We don't want to be an industry of checking boxes. And I think we've said this across the board, when it comes to accessibility, when it comes to women speakers, we want to be really thoughtful and intentional about incorporating a breadth of individuals as speakers at our program.

So on the speaker side, what is your advice for entering the market, if you will?

[19:56] Felicia Asiedu: I mean, I could say so many things that I'll try and limit it. But I think, first of all, if there's an area of your life, or your job, or your work that you just know that you know, then you have to kind of internalize that, "I know that, I know what I'm talking about."

A lot of people start in a place of, "I couldn't and I can't, because I'm not." Whereas you have to start from a place of, "I know this, and I know this, and I know this. These are the things that I know that I know."

And because of that, you're naturally going to be able to talk about those things well. So that then, once you approach a bureau like us, just tell us what you know. Say, "I know how to pot plants, it's what I know."

So one day someone's going to come to us and either... So two things can happen, either there's a plant potting conference and you're just the best person for it. Or what we can do is also help you turn that into metaphors that help people to understand how to do something else. You can always transfer those skills.

So I think ultimately I'm saying, "Be confident in yourself," but I'm saying it in a way that hopefully I'm giving you some tips on, "Okay, well how do I start that confidence?" Know that you know what you know, that's how you start.

[21:09] Paulina Giusti: Love that. Love it. Okay, and then for those on the event planning side, maybe they aren't working with speaker bureaus, maybe they're not working with speaker bureaus that represent broad communities. So in that case, check out Felicia's Speaker Bureau, one.

And then, two, think about partnering with the speaker bureau, there are tons of benefits to it. Let alone, I mean, not just the pool of talent that they have access to, but they're also great collaborators to give... You can give someone the themes of your conference, the theme of your day, or just topics of a session that you have in mind, and they can come back to you.

And just like Felicia was suggesting that we can turn a story into a metaphor, they can do similar elements for how you think about a particular general session, or how you think about a particular hosted networking activity.

So what would your advice be for event professionals, Felicia?

[22:08] Felicia Asiedu: I would say just be good. I mean, like with anything, it's your brief. Your brief is everything. Your brief has to say more than, "Oh, I just thought I'd have a diverse speaker." Your brief is kind of like, "I want a speaker who can..."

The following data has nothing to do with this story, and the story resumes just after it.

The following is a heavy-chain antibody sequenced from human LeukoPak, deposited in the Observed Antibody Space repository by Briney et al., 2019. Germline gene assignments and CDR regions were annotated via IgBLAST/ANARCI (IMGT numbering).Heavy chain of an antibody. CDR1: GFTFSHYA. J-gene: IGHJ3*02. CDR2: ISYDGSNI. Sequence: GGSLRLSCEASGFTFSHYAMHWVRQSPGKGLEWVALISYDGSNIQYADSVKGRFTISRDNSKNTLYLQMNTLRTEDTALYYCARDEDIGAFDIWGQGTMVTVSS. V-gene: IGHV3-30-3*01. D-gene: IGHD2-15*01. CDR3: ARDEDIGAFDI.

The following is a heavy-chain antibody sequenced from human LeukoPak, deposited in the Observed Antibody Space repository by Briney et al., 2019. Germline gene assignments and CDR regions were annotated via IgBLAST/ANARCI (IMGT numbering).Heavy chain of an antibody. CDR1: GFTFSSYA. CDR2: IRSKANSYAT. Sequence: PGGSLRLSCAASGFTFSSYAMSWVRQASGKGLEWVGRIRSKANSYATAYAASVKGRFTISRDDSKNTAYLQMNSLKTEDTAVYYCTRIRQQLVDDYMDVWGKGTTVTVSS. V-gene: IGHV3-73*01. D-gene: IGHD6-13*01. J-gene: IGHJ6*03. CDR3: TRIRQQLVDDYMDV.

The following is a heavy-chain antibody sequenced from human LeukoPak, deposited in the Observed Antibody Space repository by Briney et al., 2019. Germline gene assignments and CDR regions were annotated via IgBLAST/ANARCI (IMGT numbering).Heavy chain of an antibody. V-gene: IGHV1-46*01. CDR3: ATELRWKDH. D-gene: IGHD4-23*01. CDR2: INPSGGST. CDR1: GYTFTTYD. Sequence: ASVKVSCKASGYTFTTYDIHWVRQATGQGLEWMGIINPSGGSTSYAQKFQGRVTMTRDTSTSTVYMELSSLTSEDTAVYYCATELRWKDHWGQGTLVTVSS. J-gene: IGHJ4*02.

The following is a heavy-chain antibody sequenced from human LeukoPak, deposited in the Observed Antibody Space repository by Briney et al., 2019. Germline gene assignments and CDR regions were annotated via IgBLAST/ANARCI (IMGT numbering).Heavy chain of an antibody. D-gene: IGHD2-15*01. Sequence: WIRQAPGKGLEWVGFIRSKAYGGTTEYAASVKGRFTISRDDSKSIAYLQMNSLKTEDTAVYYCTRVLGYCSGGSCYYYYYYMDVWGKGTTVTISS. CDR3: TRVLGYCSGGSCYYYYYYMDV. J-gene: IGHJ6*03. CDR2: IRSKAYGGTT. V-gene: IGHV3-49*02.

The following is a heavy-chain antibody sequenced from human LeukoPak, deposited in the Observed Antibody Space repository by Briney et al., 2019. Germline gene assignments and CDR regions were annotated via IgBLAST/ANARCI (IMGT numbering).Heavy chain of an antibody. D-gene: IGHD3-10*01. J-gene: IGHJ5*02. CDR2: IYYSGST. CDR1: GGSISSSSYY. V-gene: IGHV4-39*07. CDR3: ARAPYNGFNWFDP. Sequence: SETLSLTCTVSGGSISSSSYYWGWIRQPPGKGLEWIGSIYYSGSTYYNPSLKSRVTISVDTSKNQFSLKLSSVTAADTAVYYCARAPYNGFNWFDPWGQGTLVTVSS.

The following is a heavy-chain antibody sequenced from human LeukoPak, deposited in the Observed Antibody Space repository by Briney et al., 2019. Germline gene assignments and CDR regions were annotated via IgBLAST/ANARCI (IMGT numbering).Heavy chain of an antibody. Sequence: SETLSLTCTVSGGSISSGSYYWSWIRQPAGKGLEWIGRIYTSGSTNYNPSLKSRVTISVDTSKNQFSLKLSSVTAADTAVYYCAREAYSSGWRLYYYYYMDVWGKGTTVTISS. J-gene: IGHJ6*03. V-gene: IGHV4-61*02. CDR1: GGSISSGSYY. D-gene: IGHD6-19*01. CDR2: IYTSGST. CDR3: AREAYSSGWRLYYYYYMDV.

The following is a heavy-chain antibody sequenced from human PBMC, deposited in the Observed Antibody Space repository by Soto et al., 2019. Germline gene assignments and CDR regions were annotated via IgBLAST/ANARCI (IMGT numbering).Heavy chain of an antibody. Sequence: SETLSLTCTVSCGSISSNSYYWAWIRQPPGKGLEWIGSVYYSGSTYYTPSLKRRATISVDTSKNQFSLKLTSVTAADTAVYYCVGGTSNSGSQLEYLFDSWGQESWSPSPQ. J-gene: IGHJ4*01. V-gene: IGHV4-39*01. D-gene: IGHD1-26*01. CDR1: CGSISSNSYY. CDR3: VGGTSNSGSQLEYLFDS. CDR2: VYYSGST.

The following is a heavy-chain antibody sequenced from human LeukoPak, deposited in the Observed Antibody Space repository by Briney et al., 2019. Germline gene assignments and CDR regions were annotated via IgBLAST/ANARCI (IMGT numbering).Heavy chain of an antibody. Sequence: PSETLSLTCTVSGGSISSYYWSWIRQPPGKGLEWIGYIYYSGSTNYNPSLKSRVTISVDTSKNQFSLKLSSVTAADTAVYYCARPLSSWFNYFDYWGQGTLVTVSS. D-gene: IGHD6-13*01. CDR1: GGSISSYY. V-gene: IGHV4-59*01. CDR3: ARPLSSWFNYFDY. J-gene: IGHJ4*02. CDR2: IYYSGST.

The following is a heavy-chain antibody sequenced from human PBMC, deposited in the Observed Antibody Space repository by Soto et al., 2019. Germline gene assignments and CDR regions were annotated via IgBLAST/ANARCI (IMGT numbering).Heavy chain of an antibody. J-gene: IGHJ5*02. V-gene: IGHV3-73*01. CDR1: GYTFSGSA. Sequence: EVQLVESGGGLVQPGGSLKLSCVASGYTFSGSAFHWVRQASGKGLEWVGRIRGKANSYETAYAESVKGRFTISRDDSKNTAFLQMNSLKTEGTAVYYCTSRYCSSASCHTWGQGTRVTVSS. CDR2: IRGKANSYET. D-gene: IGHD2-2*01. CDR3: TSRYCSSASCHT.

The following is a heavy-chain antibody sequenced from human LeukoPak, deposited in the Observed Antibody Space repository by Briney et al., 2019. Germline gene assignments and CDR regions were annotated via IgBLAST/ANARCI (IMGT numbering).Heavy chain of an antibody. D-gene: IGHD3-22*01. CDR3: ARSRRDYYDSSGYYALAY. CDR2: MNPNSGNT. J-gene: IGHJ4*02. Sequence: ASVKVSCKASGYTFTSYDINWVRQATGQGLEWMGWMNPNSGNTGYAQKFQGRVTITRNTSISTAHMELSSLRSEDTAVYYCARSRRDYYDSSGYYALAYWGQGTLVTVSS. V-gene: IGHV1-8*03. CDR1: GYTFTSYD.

And the aim of working with someone like us is that we are going to find you a speaker from our books. That's it. All the speakers on the books have some kind of diversity. We're a little bit biased in that we just won't necessarily have people on our books that don't have a diversity, because we want to make it a little bit, how to put it, different. You could go anywhere and get any person, but we want to make sure that we're giving our speakers a chance to be present.

And then you are comfortable enough to say, "This is the brief. The brief is they need to speak on X topic. That's the brief, because my conference looks like this, my audience looks like this." Just write the brief well. And then when that comes into us, we will find you a speaker so quickly. Just, it's so much easier.

Some people even come with the person that they want, because they've already done some kind of research that says, "This person aligns with my theme. Can you find them?" And I'm very good at finding people.

[23:20] Paulina Giusti: She is, she absolutely is. And if we can't find someone, it at least gives us some really great direction on who is similar to that person? Who has a same similar story? Yeah, so I think all of that's some really great advice.

Okay, shifting gears a little bit, so I just like this concept of local heroes, people who are connecting communities, people who are certainly leading the change by way of storytelling, by way of sharing. Felicia is certainly that to me. And I sit in Washington DC and she is all the way across the pond in England.

So I think we're at a really unique time in everyone's lives where we're celebrating Black History Month across the globe. And that can mean different things to different communities, I think we celebrate Black History Month very differently in Washington DC than they probably do in London, or maybe not.

And I think what's really fun is that Felicia and I can bounce ideas off of each other. I'm telling her things that are happening here, she's telling me how they celebrate over in London.

And I think what's interesting is there's also all of these resources that we share because of where we're employed too. And I think there's a lot of initiatives that are happening across organizations, across industries, call them ESG initiatives. But Felicia, what are some areas that help you connect with other communities, with other colleagues?